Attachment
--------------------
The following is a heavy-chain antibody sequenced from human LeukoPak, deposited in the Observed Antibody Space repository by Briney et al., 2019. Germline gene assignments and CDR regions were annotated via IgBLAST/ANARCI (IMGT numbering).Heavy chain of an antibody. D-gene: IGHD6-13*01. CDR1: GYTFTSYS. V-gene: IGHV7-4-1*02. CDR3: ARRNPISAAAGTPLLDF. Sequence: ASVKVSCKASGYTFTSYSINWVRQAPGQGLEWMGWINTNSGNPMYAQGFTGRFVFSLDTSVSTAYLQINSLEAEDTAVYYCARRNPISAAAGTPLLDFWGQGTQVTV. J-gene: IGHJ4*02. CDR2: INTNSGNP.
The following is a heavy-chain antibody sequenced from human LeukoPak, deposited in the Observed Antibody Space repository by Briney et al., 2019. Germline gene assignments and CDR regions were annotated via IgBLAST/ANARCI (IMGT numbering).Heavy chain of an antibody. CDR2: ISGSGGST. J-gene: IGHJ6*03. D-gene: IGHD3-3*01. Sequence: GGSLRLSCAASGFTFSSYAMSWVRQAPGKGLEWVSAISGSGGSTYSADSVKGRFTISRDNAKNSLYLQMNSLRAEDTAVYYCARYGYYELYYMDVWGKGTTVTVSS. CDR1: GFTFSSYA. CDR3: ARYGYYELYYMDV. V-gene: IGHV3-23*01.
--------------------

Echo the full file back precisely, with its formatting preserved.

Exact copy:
The following is a heavy-chain antibody sequenced from human LeukoPak, deposited in the Observed Antibody Space repository by Briney et al., 2019. Germline gene assignments and CDR regions were annotated via IgBLAST/ANARCI (IMGT numbering).Heavy chain of an antibody. D-gene: IGHD6-13*01. CDR1: GYTFTSYS. V-gene: IGHV7-4-1*02. CDR3: ARRNPISAAAGTPLLDF. Sequence: ASVKVSCKASGYTFTSYSINWVRQAPGQGLEWMGWINTNSGNPMYAQGFTGRFVFSLDTSVSTAYLQINSLEAEDTAVYYCARRNPISAAAGTPLLDFWGQGTQVTV. J-gene: IGHJ4*02. CDR2: INTNSGNP.
The following is a heavy-chain antibody sequenced from human LeukoPak, deposited in the Observed Antibody Space repository by Briney et al., 2019. Germline gene assignments and CDR regions were annotated via IgBLAST/ANARCI (IMGT numbering).Heavy chain of an antibody. CDR2: ISGSGGST. J-gene: IGHJ6*03. D-gene: IGHD3-3*01. Sequence: GGSLRLSCAASGFTFSSYAMSWVRQAPGKGLEWVSAISGSGGSTYSADSVKGRFTISRDNAKNSLYLQMNSLRAEDTAVYYCARYGYYELYYMDVWGKGTTVTVSS. CDR1: GFTFSSYA. CDR3: ARYGYYELYYMDV. V-gene: IGHV3-23*01.